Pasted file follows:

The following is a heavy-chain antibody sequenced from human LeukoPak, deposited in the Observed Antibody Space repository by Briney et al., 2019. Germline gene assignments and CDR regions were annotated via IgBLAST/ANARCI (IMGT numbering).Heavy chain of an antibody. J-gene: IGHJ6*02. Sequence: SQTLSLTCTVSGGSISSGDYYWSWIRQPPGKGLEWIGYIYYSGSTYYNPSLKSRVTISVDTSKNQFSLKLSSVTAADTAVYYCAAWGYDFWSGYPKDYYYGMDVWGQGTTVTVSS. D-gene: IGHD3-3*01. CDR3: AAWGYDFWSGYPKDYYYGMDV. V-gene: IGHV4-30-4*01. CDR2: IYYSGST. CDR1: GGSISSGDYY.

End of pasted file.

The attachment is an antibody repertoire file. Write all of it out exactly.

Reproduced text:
The following is a heavy-chain antibody sequenced from human LeukoPak, deposited in the Observed Antibody Space repository by Briney et al., 2019. Germline gene assignments and CDR regions were annotated via IgBLAST/ANARCI (IMGT numbering).Heavy chain of an antibody. J-gene: IGHJ6*02. Sequence: SQTLSLTCTVSGGSISSGDYYWSWIRQPPGKGLEWIGYIYYSGSTYYNPSLKSRVTISVDTSKNQFSLKLSSVTAADTAVYYCAAWGYDFWSGYPKDYYYGMDVWGQGTTVTVSS. D-gene: IGHD3-3*01. CDR3: AAWGYDFWSGYPKDYYYGMDV. V-gene: IGHV4-30-4*01. CDR2: IYYSGST. CDR1: GGSISSGDYY.